Wednesday Wisdom

October 14, 2020

Overbearing or Simply Caring?

By Dr Kathy Weston

Overbearing or Simply Caring?


This week, I have been rather defensively mulling over criticisms surrounding the concept of ‘overparenting,’ following a programme on Radio 4. It has become fashionable to claim that overparenting is to blame for increasingly anxious, stressed out children, and that the pursuit of optimal outcomes in parenting leads to burnout. The trouble is, the truth becomes clouded when an unhelpful and overly simplistic dichotomy is presented between those who ‘overparent’ and those who don’t care.

Moreover, there is vivid hypocrisy in debates on this topic. Those who warn against overparenting are, in most cases, practising aspects of it themselves. Three of the highly educated commentators who contributed to the Radio 4 programme, (including the psychotherapist presenter herself), admitted they were guilty of ‘overparenting’.

As they described it, this approach was synonymous with taking a deep interest in their children’s lives, outcomes, academic progress and future ability to cope in an ever-changing world. One of the alleged hallmarks of overparenting mentioned was the hiring of private tutors. It reminded me of a chat that I had with one of the most passionate advocates for social mobility in the UK (and staunch critic of private education), who admitted that he had hired tutors for his own children.

The truth is, it is hard to resist doing what is best for our own children, and why should we?


As mentioned above, it is the most natural thing in the world to want the best for your children and you should never feel guilty about that. Why wouldn’t we take an interest in what is optimal?

We no longer live in close-knit communities, where the wisdom of the ages is passed down through campfire chatter. We are largely alone, working and trying to do the best we can, in tough circumstances.

Our children are growing up in challenging times, with access to technology so powerful that even the tech companies haven’t fully understood its impact on users. Moreover, it is clear from the economic evidence that education and parental engagement are key levers in driving our children’s academic outcomes, which in turn can lead to future financial security. Who doesn’t worry about this?

The implication in simplistic discussions about overparenting is that taking too much interest, or being too involved, in our children’s lives, damages their mental health and happiness. This is a dangerous suggestion!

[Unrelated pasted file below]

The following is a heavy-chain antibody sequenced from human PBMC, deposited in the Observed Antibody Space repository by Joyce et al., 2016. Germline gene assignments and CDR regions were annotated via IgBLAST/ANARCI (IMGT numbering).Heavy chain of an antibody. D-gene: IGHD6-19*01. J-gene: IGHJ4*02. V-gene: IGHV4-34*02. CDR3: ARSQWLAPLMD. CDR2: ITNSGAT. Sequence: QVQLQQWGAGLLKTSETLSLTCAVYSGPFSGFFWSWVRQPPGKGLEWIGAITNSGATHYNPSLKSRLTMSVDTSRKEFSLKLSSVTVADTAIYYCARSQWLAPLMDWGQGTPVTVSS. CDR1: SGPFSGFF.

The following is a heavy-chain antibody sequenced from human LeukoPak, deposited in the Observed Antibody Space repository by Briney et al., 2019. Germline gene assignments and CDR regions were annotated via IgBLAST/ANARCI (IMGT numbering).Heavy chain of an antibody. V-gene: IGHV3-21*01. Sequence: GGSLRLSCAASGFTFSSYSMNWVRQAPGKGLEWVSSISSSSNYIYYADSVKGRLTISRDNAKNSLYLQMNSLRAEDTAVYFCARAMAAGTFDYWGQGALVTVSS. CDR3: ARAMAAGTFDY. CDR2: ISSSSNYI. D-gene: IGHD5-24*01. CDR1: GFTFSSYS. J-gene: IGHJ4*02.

I think it is important to reiterate that balance is everything. It is possible to help children thrive in school, as well as maintain positive mental health. Our children live with us for a short period of time and I profoundly believe in the importance of the home environment (and what goes on in it), as critical to children’s future resilience, life satisfaction and wellbeing.


The real, yet often unexpressed, threats to children’s mental health and happiness lie in parents caring too little; leaving parenting to schools, ignoring early signs of distress in their children, not giving children a voice in family life, fighting in front of them, making big decisions without taking their feelings into account and casually giving them access to inappropriate material that could negatively affect their perceptions of the world.

Our children need (and want) us to care, guide, mentor, model and love them as passionately as we can. Whilst doing this, we need to accept our children for who they are, attune to their interests and passions, expect them to mess up and be there to gently help them bounce back.

Rather than be prescriptive, we need to give them the freedom to grow, the agency to make choices for themselves, and the confidence to trust their own judgement.

Our children must not suffocate under the weight of our expectations, but should know that we believe in them. Expecting this to happen in the absence of thought, constant engagement or any guidance is unfathomable to me and arguably ill-advised.

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